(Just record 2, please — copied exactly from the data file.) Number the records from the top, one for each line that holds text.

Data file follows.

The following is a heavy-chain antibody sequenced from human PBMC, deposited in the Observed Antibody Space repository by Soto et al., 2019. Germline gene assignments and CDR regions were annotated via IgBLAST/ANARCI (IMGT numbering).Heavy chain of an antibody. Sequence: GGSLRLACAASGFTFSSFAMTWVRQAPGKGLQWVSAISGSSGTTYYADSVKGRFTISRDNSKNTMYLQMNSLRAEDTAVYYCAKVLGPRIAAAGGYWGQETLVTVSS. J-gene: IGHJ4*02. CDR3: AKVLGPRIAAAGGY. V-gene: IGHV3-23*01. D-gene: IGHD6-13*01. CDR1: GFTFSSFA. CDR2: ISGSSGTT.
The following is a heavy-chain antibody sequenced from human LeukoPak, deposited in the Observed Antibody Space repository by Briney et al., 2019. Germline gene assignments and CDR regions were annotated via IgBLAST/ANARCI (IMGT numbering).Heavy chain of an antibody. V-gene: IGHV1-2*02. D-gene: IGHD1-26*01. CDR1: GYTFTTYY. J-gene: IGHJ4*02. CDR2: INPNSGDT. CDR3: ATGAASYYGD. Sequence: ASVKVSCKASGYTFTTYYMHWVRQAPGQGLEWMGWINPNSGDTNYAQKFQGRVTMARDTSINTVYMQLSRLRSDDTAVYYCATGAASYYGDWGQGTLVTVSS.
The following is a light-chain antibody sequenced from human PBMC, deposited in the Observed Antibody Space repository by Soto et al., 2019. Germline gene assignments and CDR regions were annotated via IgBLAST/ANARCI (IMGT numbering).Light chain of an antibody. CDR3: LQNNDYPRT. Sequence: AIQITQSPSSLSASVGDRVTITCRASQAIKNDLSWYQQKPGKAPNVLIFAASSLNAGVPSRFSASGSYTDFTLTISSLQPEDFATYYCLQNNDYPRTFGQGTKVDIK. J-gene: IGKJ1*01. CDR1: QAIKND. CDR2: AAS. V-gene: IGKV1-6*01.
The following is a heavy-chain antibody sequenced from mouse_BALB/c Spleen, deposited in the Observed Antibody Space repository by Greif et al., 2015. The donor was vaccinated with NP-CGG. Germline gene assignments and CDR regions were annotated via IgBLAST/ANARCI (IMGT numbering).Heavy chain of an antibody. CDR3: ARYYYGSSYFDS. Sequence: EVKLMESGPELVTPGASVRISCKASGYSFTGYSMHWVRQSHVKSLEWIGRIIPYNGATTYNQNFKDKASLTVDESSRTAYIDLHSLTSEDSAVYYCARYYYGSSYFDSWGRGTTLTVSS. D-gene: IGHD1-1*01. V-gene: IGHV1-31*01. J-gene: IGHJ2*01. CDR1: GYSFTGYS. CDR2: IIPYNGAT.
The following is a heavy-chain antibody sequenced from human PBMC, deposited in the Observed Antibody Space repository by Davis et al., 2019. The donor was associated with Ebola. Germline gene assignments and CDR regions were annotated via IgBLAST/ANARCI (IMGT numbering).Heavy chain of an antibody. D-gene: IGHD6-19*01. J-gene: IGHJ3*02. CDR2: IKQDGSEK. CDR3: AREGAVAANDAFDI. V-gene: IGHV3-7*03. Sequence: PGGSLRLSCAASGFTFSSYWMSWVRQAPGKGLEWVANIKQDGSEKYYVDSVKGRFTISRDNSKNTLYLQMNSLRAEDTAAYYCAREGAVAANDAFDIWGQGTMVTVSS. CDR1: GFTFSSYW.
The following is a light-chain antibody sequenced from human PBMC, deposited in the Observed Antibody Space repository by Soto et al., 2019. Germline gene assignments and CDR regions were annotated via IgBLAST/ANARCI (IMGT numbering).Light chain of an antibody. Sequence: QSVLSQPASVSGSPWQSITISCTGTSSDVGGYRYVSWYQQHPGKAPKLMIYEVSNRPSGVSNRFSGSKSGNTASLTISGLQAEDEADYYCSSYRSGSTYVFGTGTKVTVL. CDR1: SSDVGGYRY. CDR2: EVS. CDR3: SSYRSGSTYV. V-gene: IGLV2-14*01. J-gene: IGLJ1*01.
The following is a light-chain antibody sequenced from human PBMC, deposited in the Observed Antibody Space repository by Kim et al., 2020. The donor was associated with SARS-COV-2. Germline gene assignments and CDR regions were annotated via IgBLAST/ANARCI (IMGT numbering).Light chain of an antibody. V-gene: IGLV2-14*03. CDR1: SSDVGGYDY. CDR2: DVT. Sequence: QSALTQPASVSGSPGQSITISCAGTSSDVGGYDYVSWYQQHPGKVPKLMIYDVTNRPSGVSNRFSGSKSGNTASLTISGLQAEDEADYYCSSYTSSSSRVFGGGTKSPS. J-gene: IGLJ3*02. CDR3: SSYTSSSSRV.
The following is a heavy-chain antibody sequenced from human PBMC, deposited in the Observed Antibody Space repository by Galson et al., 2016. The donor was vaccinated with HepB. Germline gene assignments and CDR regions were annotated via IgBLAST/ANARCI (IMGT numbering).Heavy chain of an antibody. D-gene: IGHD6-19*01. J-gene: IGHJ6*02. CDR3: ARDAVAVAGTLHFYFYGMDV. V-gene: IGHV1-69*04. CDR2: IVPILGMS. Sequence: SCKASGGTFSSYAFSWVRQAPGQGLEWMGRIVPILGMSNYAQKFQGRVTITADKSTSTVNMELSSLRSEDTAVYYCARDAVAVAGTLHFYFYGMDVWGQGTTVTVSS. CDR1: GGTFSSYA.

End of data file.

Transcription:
The following is a heavy-chain antibody sequenced from human LeukoPak, deposited in the Observed Antibody Space repository by Briney et al., 2019. Germline gene assignments and CDR regions were annotated via IgBLAST/ANARCI (IMGT numbering).Heavy chain of an antibody. V-gene: IGHV1-2*02. D-gene: IGHD1-26*01. CDR1: GYTFTTYY. J-gene: IGHJ4*02. CDR2: INPNSGDT. CDR3: ATGAASYYGD. Sequence: ASVKVSCKASGYTFTTYYMHWVRQAPGQGLEWMGWINPNSGDTNYAQKFQGRVTMARDTSINTVYMQLSRLRSDDTAVYYCATGAASYYGDWGQGTLVTVSS.